‘’The atmosphere of the authentic Estate ‘Huize Bergen’ together withits natural surroundings, seen by guests gives shape to a new sustainable conference hotel; De Botanica.”
The authentic Estate Huize Bergen is renewed byadding a contemporary and sustainable manor. Through a phased masterplan, a trinity will be created between the old villa, the new Botanica and the surrounding English gardens. The materialization of its architecture and interior is derived from the green surroundings and the rich history of the Estate. All materials are sustainable and natural, such as untreated wood and C2C-certifided products. ‘De Botanica’ is the first hotel in the Netherlands designed according to the sustainable passive-house principle withPhase 1 complete!
The Estate Huize Bergen is situated in the forestry area of Den Bosch. In 1916 the family Fentener van Vlissingen- Roosenburg commissioneda landscaped English garden with a villa, coach-house, workshop, greenhouse andadministrators house. Currently the estate is owned by a foundation named Joannes Bosco Sitchting and is used as a conference hotel. The old villa forms the heart of the estate where all guests are welcomed. The surrounding forestsitesmeeting and hotel venues dating from the seventies. These are of poor quality and do not compliment the atmosphere of the estate.
In 2014 it was decided to make the estate future proof. The seventies buildings will make place for a new conference hotel. The new hotel will accommodate new hotel rooms, a meeting centre and a foyer. On weekdays there will be multiple conferences during the day, leaving the weekends for leisure events.
Jeanne DekkersArchitectuur designed a master planfor the site as a whole, where the existing villa and the new manor enter into a new dialogue. The seventies buildings will be demolished allowing the new masterplan to be realised in three phases. The master plan is composed from a ‘Program of Experience’ which is expressed through an integral experience between the landscape, the old villa, the new manor and its interior.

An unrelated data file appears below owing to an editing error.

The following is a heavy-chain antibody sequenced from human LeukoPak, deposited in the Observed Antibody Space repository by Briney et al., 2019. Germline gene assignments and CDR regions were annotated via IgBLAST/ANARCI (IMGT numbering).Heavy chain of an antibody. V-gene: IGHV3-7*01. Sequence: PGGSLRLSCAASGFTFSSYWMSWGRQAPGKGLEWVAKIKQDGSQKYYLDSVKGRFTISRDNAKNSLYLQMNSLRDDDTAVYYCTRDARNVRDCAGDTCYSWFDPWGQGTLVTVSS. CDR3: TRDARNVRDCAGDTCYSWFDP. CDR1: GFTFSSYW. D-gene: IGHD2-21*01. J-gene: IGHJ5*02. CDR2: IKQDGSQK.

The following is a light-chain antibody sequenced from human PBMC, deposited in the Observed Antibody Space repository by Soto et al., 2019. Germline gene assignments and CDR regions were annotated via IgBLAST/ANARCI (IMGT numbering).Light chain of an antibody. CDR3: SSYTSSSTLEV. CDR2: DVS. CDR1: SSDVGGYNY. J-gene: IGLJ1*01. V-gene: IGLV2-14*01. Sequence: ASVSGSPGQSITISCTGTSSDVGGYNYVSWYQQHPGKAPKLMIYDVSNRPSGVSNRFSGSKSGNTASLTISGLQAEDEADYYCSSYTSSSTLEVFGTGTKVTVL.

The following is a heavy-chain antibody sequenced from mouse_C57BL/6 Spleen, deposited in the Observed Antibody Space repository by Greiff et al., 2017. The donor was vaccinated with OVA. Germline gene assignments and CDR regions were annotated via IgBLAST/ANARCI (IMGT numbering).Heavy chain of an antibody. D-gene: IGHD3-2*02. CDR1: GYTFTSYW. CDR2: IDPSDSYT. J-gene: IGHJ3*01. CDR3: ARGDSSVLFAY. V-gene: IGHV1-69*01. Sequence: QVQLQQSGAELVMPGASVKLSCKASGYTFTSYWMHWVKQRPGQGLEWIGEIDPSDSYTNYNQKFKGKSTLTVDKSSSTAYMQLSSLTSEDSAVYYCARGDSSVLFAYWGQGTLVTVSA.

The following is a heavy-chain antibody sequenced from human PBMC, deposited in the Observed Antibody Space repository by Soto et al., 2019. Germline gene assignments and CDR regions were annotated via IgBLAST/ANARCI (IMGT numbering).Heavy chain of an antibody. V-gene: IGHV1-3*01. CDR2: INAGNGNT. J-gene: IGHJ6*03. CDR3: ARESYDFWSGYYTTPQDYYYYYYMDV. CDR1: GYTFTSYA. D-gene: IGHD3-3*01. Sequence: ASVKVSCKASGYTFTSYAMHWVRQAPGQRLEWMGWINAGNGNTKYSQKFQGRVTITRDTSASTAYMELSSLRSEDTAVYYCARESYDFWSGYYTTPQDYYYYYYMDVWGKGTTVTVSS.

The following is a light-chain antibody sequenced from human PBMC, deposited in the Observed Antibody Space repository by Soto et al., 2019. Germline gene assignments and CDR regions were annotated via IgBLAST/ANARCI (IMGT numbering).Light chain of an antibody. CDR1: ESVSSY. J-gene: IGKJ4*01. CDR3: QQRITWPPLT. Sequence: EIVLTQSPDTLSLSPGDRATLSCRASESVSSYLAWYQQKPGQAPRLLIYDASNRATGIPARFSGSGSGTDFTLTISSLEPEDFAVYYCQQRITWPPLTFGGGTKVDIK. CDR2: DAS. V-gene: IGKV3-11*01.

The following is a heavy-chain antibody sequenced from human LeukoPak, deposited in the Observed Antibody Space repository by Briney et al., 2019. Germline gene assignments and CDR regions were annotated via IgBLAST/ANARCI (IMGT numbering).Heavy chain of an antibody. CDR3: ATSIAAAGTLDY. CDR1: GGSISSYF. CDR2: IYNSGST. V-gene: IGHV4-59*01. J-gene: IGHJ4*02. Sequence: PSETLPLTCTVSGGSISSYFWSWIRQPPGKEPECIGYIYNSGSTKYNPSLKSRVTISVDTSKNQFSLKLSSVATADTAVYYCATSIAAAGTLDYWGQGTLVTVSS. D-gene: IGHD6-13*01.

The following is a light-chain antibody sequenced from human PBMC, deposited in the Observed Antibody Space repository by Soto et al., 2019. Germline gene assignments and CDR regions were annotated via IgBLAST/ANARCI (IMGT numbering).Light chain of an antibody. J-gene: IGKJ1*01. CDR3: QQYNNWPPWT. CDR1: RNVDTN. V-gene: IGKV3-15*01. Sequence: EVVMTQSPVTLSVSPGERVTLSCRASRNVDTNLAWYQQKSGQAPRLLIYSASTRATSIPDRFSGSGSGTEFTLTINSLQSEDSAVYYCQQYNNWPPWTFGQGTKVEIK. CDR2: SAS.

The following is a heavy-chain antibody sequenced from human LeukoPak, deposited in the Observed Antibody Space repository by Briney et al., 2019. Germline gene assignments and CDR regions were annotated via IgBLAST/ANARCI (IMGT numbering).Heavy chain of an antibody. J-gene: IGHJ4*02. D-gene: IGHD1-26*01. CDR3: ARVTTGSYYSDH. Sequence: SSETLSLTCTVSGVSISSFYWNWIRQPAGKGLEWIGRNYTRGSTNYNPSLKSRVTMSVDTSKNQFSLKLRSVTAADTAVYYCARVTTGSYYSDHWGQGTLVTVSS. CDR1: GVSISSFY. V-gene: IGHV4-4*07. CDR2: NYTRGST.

The entrance of the site is situated at the Boxelsewegindicated via a gateway. From the gateway the old villa as well as the new manor can be seen. At this point you decide your destination. Going towards the new manor the guest drives through a forest path towards a parking area enclosed in the forest. A path leads you past a pond, over a bridge, via a south facing terrace and towards the new manor.
Fundamental design principles
The new Botanica connects the old villa and its landscape withkey views and translates the historic character into a contemporary newly built form. The design of ‘deBotanica’ creates unity between two existing historic buildings by means of a connecting foyer and the addition of two wings, one for meeting spaces and the other for hotel rooms.
The whole building is sustainable with a strong relationshiptothe surrounding nature. To enhance the performance and sustainability of the new build, the principles of passive house are applied. Utilising continuous insulation and a good level of air tightnesslittle energyis required for the heating or cooling of the spaces.
The first phase will be thehotel wing, the second phase the foyer, with meeting spaces and the third phase the extension of the hotel wing.
The first phase is the development of 39 hotel rooms divided over three layers. The facade is made from natural and untreated materials which age attractively into the surroundings. Iroko wooden window frames create a beautiful rhythm in the facadewhich leads up to theclean-cut zinc bay windows on the upper floor.
The colours and materials of the interior originate from the ‘program of experience’ and are inspiredby the history of the estate. Oak wood is frequently combined with a reocurring colour and pattern pallet resulting in a natural, warm and luxurious atmosphere.
The colour and pattern palettes are concepts based on the tropical greenhouse, once located on the site of the new manor. The love of nature from Madame van Beuning (the old owner) is portrayedby the leaf pattern in the hallway and the flower pattern on the hotel room walls. Alongside this,four colour palettes are designed, all derived from the solstice. The west facing rooms have warm colours in relation to the setting sun and the east facing rooms have cool colours in relation to the rising sun.
The entrance has a Belgium bluestone floor which flows up the stairs which serve allthree levels. The circulation space is directly linked with nature, the stairs have views towards the forest and the hallway is designed like a forest path, with wooden oak walls, rhythmic lights at the entrance doors and a specially designed leaf carpet.
The wooden floor and bespoke tropical wallpaper complete the rooms to a luxurious standard with a warm, natural atmosphere. Wide wooden window frames extend to a desk as well as seating. The glass pendant lights above the desk are also bespoke to the project and corelate with the colours of the wallpaper. The headboard and built-in wardrobe are made from wood to match the nightstands and window frames. The contemporary hexagonal wall tiles in the modern bathroom are inspired from the hexagonal roof patterns in the original villa.
Within ‘de Botanica’ there are three types of rooms; a deluxe room, a split level room and a top room. The split level rooms are situated on the third level and have two levels designed with robust zinc dormer windows.